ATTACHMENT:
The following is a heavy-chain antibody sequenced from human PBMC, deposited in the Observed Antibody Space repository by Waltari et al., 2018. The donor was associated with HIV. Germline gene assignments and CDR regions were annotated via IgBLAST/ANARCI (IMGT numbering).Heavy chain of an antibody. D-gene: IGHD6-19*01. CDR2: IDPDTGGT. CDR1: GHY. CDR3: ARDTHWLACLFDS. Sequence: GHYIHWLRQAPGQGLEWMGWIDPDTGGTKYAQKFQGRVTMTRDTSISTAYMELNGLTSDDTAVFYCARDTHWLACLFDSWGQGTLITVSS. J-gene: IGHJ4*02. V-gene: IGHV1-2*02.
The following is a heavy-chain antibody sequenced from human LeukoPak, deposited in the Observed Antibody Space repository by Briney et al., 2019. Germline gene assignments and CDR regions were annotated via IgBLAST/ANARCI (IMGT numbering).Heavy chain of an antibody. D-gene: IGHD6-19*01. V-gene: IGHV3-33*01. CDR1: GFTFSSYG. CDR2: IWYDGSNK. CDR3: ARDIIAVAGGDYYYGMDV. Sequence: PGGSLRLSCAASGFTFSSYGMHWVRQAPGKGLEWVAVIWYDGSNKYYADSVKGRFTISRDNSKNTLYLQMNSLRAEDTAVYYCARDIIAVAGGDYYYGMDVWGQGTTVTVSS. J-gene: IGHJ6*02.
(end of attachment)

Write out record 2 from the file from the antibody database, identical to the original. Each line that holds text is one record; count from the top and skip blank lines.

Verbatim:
The following is a heavy-chain antibody sequenced from human LeukoPak, deposited in the Observed Antibody Space repository by Briney et al., 2019. Germline gene assignments and CDR regions were annotated via IgBLAST/ANARCI (IMGT numbering).Heavy chain of an antibody. D-gene: IGHD6-19*01. V-gene: IGHV3-33*01. CDR1: GFTFSSYG. CDR2: IWYDGSNK. CDR3: ARDIIAVAGGDYYYGMDV. Sequence: PGGSLRLSCAASGFTFSSYGMHWVRQAPGKGLEWVAVIWYDGSNKYYADSVKGRFTISRDNSKNTLYLQMNSLRAEDTAVYYCARDIIAVAGGDYYYGMDVWGQGTTVTVSS. J-gene: IGHJ6*02.